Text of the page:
I Hate Kayaks

Photo by Pete Nowicki on Unsplash

A few weeks ago I penned a blog about sailboats, and I now take aim at an even more primitive craft: kayaks.

To put it mildly, I’d sooner get naked and hug a cactus than spend all day in a kayak. I say “in” rather than “on” a kayak because unlike a normal boat, half your body is wedged between 18 inches of unforgiving plastic. You’d have to have a grudge against your legs to jam them straight forward into a floating sheath that’s tighter than a Chinese finger trap.

Photo by Nil Castellví on Unsplash

Where to position your leg is only part of the equation. Show me anyone other than a third-grader who could possibly be comfortable planting his or her derriere onto a seat the dimensions of a handkerchief, and I’ll show you a masochist.

Meanwhile, some kayaks come without a backrest or provide one so skimpy it hurts more than helps. Maybe that’s why when exiting these boats, a kayaker’s body resembles the letter “S” and faces a turbulent night fighting off Charlie Horses.

Even referring to a kayak as a boat is an injudicious interpretation — it’s more akin to an enlarged swizzle stick. While its cousin the canoe provides some measure of stability, moving about in a kayak reminds one of a sidewinder snake slithering across the desert sand. All that swerving and twisting of the human body inevitably results in sore buttocks, lower back pain, throbbing shoulder muscles, carpal tunnel syndrome and a riot of other maladies — and that’s just when the water is calm. As soon as waves exceed six inches, you might as well paddle straight into an emergency room.

Photo credit: Kelly S. Kelly

Advocates of kayaking also proclaim that these hollowed-out noodles provide great exercise and free energy. Maybe that’s true, but I also value my time too much to spend hours reaching a destination by frantically paddling when an outboard engine takes a fraction of the time. I’d much rather not worry about trivialities such as wind direction, tides and current. Just take my credit card to cover the gas cost and let me go about my business without delays or abusing my body.

While normal boats offer a few feet of deck height above the water level, on a kayak that height is measured in inches.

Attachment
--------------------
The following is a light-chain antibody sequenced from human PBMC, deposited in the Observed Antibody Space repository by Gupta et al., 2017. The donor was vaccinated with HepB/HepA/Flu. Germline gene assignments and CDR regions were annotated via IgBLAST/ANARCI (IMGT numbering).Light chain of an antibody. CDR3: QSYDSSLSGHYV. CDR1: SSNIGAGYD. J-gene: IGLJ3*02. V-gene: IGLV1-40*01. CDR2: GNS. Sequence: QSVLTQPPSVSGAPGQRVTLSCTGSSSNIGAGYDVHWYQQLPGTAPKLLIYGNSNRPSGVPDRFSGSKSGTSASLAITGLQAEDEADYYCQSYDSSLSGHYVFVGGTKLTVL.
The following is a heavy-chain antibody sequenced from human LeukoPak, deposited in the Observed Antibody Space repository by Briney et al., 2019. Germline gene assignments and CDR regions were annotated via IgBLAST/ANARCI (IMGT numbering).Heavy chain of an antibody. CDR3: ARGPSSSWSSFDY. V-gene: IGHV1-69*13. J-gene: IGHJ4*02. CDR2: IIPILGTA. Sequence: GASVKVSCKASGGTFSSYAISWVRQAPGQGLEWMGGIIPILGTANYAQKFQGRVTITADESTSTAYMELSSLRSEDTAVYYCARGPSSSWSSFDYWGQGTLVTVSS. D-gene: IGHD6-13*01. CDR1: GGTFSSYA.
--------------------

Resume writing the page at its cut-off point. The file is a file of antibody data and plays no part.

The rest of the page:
Photo credit: Kelly S. Kelly

Besides the certainty of spending the day soaked to the bone from lapping waves and spray, the horrid specter of Jaws or a gator turning me into an aperitif doesn’t make me happy.

Photo by Li Yang on Unsplash

Another constant worry is capsizing. Falling into the drink and then managing to get back on board is challenging enough, but doing so from a kayak requires balancing skills on the order of The Flying Wallendas.

Fishing from a kayak is scarier still. Not only does a struggling, bloody fish attract toothy predators, a really huge fish on the end of the line can literally tow the kayak hither and yon. Sorry — I do not wish to become a pull-toy for a berserk barracuda.

Of course a kayaker must quickly learn how to best move about with the employment of a paddle. This self-propulsion inevitably requires Schwarzenegger-like arms and shoulders, and after a lifetime of dodging gym memberships that’s not something I’ll ever see in a mirror. It is quite amusing, however, to witness novice paddlers moving about in circles instead of straight lines.

Photo by Trip Jodi on Unsplash

All that aside, kayakers harbor a different mindset. They tend to make eye contact and smile. They drive about with their kayaks strapped upside down atop Volkswagens. They favor fresh air over air conditioning. Their bodies are tanned and toned, their attire a display of simplistic freedom — flip-flops, faded t-shirts and khaki shorts.

Come to think of it, I’ve never heard a kayaker ranting about Trump or Pelosi or worried about what the stock market did today. They seem at peace with themselves and the world.

And yes, I haven’t forgotten that they look revoltingly healthy and happy.

Hmm, I wonder if a kayak would fit atop my Elantra.

Photo by Patrick Fore on Unsplash


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